The School is also working with the NIH and members of the scientific community on a plan for an orderly transition of the NEPRC research programs, ensuring the migration takes place with the least possible disruption, and that the scientific work of the NEPRC is continued.

The primates will either be transitioned to other sites, including the other national primate research centers, or be managed at the NEPRC in accordance with approved protocols.

The decision to conclude NEPRC operations follows a two-year period during which the Centerleadership successfully addressed operating issues with input from the NIH and other governing agencies. The process resulted in new procedures that have significantly strengthened the Center’s day-to-day activities and that can serve as a model for other institutions throughout the country. Many of those changes carried additional costs, and HMS will continue to make investments in the Center to ensure ongoing compliance with all federal regulations.

The various research interests represented at the NEPRC are essential to the HMS mission and will continue to be advanced by the School. There is also no doubt that the use of primates in certain areas of research will remain an essential means through which critical knowledge will be developed now and in the future.

Flier said, “We are extremely proud of the contributions the NEPRC has made to improving human heath over the past nearly 50 years. We believe primate research is critical to the future of biomedical research and the effective development of lifesaving therapies. The Center’s research focus on HIV, infectious disease and vaccines will continue to be effectively pursued through scientific programs throughout HMS.”

Here are someexamples of important biomedical accomplishments made possible by NEPRC research with nonhuman primates:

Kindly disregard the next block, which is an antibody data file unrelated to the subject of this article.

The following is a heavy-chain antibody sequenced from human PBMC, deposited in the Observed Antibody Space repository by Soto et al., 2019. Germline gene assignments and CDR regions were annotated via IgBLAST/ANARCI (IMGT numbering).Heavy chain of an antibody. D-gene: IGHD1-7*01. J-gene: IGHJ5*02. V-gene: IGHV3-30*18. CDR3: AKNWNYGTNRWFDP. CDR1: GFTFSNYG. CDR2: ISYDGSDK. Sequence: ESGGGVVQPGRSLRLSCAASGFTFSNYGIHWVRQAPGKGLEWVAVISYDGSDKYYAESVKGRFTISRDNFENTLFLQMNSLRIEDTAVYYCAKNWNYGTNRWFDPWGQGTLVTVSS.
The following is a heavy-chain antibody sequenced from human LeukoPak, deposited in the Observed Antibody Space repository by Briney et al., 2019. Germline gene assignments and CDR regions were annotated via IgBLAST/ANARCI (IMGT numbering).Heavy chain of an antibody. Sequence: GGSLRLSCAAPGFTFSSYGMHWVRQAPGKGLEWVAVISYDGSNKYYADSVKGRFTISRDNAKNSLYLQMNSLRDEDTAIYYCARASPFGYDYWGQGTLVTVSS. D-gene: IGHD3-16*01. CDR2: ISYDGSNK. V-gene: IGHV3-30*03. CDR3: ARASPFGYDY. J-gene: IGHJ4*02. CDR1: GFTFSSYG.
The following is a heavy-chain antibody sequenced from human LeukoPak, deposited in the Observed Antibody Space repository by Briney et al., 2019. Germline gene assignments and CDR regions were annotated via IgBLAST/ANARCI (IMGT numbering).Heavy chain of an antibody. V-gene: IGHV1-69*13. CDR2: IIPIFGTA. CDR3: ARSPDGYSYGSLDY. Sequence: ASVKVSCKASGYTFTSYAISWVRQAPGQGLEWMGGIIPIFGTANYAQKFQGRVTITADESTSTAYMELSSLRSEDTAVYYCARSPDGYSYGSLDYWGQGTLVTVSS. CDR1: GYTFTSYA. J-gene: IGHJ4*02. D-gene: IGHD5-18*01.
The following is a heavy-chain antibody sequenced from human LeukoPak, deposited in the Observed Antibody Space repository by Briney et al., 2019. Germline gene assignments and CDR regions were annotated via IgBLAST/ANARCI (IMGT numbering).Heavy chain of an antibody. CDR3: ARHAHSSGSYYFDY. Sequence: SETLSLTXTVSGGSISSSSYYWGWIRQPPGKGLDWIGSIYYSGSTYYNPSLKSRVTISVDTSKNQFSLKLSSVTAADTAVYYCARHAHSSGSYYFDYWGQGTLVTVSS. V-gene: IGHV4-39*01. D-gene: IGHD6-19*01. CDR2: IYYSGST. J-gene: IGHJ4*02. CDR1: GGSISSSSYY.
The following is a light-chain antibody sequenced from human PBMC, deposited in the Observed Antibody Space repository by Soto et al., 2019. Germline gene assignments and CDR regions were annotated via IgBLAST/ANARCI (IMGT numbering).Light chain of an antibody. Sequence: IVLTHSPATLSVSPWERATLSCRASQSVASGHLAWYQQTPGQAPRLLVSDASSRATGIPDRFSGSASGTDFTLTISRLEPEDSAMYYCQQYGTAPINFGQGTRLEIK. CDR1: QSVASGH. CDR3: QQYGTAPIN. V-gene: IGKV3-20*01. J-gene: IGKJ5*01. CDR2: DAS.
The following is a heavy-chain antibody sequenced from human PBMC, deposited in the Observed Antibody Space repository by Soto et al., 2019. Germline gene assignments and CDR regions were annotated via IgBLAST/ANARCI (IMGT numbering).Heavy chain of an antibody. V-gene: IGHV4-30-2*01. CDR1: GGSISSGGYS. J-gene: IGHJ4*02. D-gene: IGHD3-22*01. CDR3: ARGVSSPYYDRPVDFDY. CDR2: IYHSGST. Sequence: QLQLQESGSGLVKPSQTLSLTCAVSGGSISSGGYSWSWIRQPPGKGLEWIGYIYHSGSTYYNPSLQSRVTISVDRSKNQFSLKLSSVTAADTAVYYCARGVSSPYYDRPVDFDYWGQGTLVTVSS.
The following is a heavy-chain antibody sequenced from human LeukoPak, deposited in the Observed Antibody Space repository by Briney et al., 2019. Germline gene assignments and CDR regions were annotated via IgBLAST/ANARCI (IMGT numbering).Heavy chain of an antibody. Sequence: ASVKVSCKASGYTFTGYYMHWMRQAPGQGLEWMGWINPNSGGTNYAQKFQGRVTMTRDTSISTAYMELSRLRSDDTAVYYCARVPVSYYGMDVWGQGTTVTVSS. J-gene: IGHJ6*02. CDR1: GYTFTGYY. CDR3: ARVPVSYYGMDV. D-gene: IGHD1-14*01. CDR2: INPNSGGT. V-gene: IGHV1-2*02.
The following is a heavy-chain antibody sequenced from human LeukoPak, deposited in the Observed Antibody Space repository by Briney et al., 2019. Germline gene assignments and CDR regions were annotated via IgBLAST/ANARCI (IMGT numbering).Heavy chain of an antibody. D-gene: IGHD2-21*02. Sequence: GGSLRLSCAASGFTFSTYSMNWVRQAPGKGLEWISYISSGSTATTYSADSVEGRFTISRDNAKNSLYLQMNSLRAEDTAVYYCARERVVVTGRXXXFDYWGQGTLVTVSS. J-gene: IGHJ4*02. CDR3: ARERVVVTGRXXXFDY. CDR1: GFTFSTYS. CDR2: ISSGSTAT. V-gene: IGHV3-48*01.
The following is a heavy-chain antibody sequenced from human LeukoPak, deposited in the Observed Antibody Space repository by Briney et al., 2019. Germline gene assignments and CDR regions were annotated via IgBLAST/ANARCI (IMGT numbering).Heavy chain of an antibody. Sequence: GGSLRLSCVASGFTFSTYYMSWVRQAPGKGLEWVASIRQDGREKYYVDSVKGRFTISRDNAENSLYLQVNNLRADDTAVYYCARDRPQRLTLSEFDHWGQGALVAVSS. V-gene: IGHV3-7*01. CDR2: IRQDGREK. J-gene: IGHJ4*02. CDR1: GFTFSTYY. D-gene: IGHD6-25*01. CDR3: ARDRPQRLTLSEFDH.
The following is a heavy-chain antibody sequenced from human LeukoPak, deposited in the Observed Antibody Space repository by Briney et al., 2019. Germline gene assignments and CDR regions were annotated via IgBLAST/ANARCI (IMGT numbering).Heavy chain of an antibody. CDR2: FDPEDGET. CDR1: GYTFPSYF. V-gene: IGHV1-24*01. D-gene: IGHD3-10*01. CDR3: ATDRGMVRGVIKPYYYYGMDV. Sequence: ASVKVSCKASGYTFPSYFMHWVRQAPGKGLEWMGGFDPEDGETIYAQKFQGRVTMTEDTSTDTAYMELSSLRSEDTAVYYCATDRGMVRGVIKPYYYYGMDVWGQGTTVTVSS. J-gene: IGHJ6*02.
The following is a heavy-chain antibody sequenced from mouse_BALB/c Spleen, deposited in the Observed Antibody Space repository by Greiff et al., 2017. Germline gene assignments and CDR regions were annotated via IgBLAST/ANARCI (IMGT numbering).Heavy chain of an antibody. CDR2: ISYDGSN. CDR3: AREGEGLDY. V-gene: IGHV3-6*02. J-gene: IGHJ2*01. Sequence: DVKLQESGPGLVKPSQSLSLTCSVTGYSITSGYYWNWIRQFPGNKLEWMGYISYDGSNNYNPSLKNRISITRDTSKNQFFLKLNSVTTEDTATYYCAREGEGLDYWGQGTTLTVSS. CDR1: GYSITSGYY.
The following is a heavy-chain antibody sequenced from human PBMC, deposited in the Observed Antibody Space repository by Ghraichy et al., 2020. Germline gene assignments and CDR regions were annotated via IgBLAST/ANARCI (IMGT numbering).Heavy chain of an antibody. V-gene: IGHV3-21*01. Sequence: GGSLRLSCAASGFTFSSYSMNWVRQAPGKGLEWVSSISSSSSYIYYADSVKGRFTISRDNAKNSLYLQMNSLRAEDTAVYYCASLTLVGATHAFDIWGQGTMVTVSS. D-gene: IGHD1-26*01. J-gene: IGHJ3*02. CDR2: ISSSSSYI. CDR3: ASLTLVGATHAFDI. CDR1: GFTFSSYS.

First unambiguous evidence that AIDS is caused by a virus.
Discovery of simian immunodeficiency virus (SIV) and development of the first animal model of AIDS.
Original demonstration that vaccine protection against AIDS is possible.
Discovery of the oncogenic herpesvirus, Herpesvirus saimiri.
First nonhuman primate models of colon cancer and inflammatory bowel disease.
Evidence leading to the use of hydroxyurea to treat sickle cell anemia.
Discovery of stunned myocardium and its role in myocardial ischemia.
First animal model for progressive neurodegeneration in Parkinson’s disease.
Development of improved brain imaging techniques for early diagnosis of Parkinson’s disease.
Development of novel cellular and pharmacological strategies for treatment of Parkinson’s disease.

And here's a statement from Kathleen Conlee, vice president of animal research issues at The Humane Society of the United States:

The Humane Society of the United States is very pleased to hear about the significant development that Harvard University has decided to close the New England Primate Research Center by 2015. As an organization, we advocate for better investment of research dollars-moving away from the use of these highly intelligent animals is another step in that right direction. Our government should prioritize the development and use of alternative methods that will provide better, faster and more relevant results for human health--such as the organ-on-a-chip technology being developed at Harvard’s own Wyss Institute.

This program aired on April 23, 2013. The audio for this program is not available.

Carey Goldberg Twitter Editor, CommonHealth
Carey Goldberg is the editor of WBUR's CommonHealth section.